considering the basis of property in violence, just as it is slipping away

An essay written about land and the idea of property, before humans, and as subject to the violence of contemporary human cultures. Measuring Loss was written in response to The Anthropocene River Campus seminar “Claims/Property: Making and unmaking property in the Anthropocene”
I'm grateful to the Haus der Kulturen der Welt for the support of this work and especially to Fiona Shipwright for editorial support, Shana M. griffin to her vital work in New Orleans about housing, gender and race, and to Geneva LaBeouf for generously sharing her home and knowledge with us.

Measuring Loss

Long before it will become someone’s property, this place is a salty inland basin that fills and empties over long intervals, drawing down silt and nutrients from hot equatorial forests that feed teeming microscopic life forms, the precursors to oil. Much later come intervals of extreme cold, years of glaciers advancing and retreating, and then finally a melt. Some people on this continent know of the ice from their ancestors’ stories. Now, around 2500 BCE, the Mississippi River is really starting to get going, moving its fresh water and silt down a slow grade, carving and filling land, avulsing into new channels, and dumping successions of sediment loads in lobes of soil that extend into a sea. Small bands of people move through and live on these spits and marshes, gathering shellfish, hunting; some are the predecessors of people who still live here, while others leave only remnants of their occupation in shell middens and mounds. A rich time; buffalo graze all the way down to the gulf. A thousand years from now, in 1540, an adventurer from afar named Hernando de Soto will drift down the Mississippi and leave his remains as well. Another hundred years pass, and the French explorer Robert de La Salle takes his turn to float down the channel. He claims the land, valley, waterways, trees, bayous—all of it and more—for France.

The terms “claims” and “property” composed the title of a seminar convened during the November 2019 Anthropocene River Campus to investigate how cultures of property support, infiltrate, and inform processes of the Anthropocene. This topic emerged from a process of collective analysis and writing at the Anthropocene River Midway Meeting in St. Louis in the spring of 2019. As seminar conveners, we hoped not only to address land as property but to draw out gray zones of epistemic significance, such as how the practice of property sees all life as its potential object. Indeed, the pervasiveness of property and its sedimentation through both space and time made it difficult to settle on a plan. For one, how were we to pursue a subject that is more social practice than thing? Neither “property” nor “claims” can be observed as material or infrastructural projects, such as a dam, hospital, prison, or school can. Yet property provides the economic and political underpinnings for such projects—whose benefits are subsequently unevenly distributed.

To think about property is to think about its political predisposition and social effects as part of a broad and subjective variegation of emotional charge. Who is able to have access to or “make” property, and how, and for what purposes? Claims, whether to territory, speech, or narrative, are likewise enunciated by social subjects and infused by feelings. We needed to encounter the narratives and feelings that generated these claims. But it seemed paralyzing to imagine how, and with whom, especially for those of us who live far from the context of New Orleans. And for some, our identities also mattered, as white people from settler or immigrant ancestries who enjoy advantageous property relations through no efforts of our own. We recognized that contingencies and differences between people are symptomatic of and charged with the full weight of the contradictions and inequities issued in society. Our initial conversations hovered on the sticky questions of how the historical making of property has disproportionately negated the existence of some more than others—the same people who suffer environmental vulnerability, and political and economic exclusion. It seemed important, then, to situate our seminar’s practice as one of observing and listening to these experiences, even though imagining such conversations with roughly thirty people beyond our initial convening group (Morgan Adamson, Bruce Braun, Ravi Agarwal, Shana M. griffin) seemed overwhelming.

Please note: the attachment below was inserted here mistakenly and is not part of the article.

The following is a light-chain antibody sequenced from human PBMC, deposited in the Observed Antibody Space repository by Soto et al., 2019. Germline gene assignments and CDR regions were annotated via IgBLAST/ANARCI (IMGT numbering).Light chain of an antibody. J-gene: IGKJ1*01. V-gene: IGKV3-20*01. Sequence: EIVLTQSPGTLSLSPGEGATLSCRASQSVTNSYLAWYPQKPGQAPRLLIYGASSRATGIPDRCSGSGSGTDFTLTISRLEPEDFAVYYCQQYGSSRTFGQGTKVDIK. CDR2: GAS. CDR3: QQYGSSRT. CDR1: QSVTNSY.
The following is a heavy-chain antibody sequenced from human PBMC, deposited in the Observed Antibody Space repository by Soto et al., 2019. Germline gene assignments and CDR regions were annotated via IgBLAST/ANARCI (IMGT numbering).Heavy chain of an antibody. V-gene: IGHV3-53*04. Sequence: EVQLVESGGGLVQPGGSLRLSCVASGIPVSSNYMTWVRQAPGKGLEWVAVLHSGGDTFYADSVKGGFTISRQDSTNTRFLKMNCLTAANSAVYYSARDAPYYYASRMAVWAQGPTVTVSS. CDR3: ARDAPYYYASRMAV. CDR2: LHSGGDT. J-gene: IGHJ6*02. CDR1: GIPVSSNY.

We did not want to use the form of a tour, because claims and property, rights and access, are precisely the facts that tourism conceals. An investigation into place should instead entail learning about the means through which people are able to animate that place to make it home, and the obstacles that prevent that. We decided to explore New Orleans as a territory alongside our hosts, experts, and conveners. We leaned heavily on the knowledge, generosity, and affinities of Shana M. griffin, Grace Treffinger, Geneva Leboeuf, Laura Kelley, and Nathan Jessee. We reflexively reframed our questions about property and claims through listening to their experiences, divulged formally and informally, walking, eating, and being together.

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